Planting 64 hrs: On the 4th of July the poorly germinated beet beds were renovated and basil, beets, and nappa cabbage were planted. 7/5, Veg C North was planted with basil, chard, and parsley. On the 6th the Big Garden Bed’s; 8 West and 8 East, were seeded with the next succession of salad mix. 7/9, the 3rd planting of parsley was re-planted. On 7/12, MR and RR went out to find a spot for late tomatoes and winter squash along rte. 579, the beds were then mowed and ripped while KG planted the remaining succession. 7/13, zinnias were planted in the 579 bed, and a short bed of wrigley’s spearmint was also planted in the Corner Garden. On 7/18 KG and RR direct seeded two beds of field salad, two beds of carrots, and a partial bed of turnips; RR then planted two rows of winter squash in Veg B South. On the 19th with a small amount of rain the night before 13 beds remained to be direct seeded: beans, beets, chard, cucumbers, and summer squash. 98 plugs of sweet william were planted in the corner garden also on the 19th. 7/25, was filled with planting new girl tomatoes in the new 579 beds and in the farm house gothic, as well as planting chard, kale, leeks, and scallions in Veg C North finishing the planting for July.

Crop Care 196 hrs: Because the month was so dry irrigation became a very large part of crop care in July with 53 different entries in the systems log. Weeding in the Big Garden Beds began on the 3rd as well as the stringing of tomatoes and the brewing of nettle compost tea for 6 beds of tomatoes. On 7/10 Ralph’s house was weeded and trellised and the newest carrots, Veg C South tomatoes, and 579 basil were hand weeded. On 7/12 the dreaded weeding of the strawberries took place, after that the west and east bed of asparagus was weeded. After a Field Moisture Test with the soil probe on 7/16 it was found that every major area of production needed irrigation. The month of July continued and passed with constant trellising, irrigation, and weeding.

Harvesting 417 hrs:  Basil 38 bn, beets 168 bn, beets 442 lbs, carrots 200 lbs, chard 392 bn, eggs 102 doz, field salad 276 lbs, cut flowers 103 bn, kale 137 bn, micro-greens 45, mint 5 bn, nappa cabbage 86 lbs, parsley 26 bn, scallions 16 bn, summer squash 378 lbs, strawberries 94 pp, sungold tomatoes 164 pt, cherry tomatoes 54 pt, turnips 88 bn, turnips 130 lbs. On the 12th of July we harvested our Negovia carrot trial, with 80 days the carrots had medium germination, and decent growth however there about 1/3 of the crop that was subprime with many multi-branched carrots and many rodent chews on the tops. On 7/26 we harvested our first cabbage which was fairly eaten. Small salad plants on the 27th kept us from harvesting salad mix.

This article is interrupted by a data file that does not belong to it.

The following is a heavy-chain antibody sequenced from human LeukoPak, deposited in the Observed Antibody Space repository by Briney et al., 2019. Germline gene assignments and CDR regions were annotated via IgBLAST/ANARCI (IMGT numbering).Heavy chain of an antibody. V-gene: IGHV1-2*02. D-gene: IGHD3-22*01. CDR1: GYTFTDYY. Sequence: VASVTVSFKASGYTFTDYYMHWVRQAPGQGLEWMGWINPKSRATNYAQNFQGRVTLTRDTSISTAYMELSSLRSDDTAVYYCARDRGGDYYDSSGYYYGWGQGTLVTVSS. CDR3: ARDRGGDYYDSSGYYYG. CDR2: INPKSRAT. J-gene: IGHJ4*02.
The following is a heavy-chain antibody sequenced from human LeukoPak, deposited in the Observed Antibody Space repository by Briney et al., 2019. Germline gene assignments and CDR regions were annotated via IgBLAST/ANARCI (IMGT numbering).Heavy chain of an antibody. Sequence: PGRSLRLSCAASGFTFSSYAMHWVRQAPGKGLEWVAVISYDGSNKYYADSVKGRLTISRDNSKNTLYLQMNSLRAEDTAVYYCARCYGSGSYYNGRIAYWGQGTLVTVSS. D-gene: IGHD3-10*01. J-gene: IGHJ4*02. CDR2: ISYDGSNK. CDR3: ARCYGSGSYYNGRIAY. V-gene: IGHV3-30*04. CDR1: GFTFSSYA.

Handling 71.5 hrs: On the first day of July our second batch of Echinacea was stripped and stored. 7/13 the harvested garlic was cut, sorted, and put away by RR and TH. On 7/24 the first cutting of L. Verbeva was stripped and stored. The rest of the month’s handling time went to washing station where throughout the month of July the harvested hardy greens, salad mix, and root vegetables were cleaned.

Marketing 119 hrs:  On 7/1 after a very hot but still profitable market in Summit, we received the map of the layout for the market move on July 22nd.  The first market of the month in Hopewell was moved to Tuesday July 3rd, and was very slow, it was here that KG trained TH on filling out harvest sheets. 7/7 was the first sale of the micro-greens which sold slower than expected due to the fact that people did not know what to do with them. At WWCFM on 7/14 even with the market seeming busy and no other vendors having salad mix we still came out with only $844.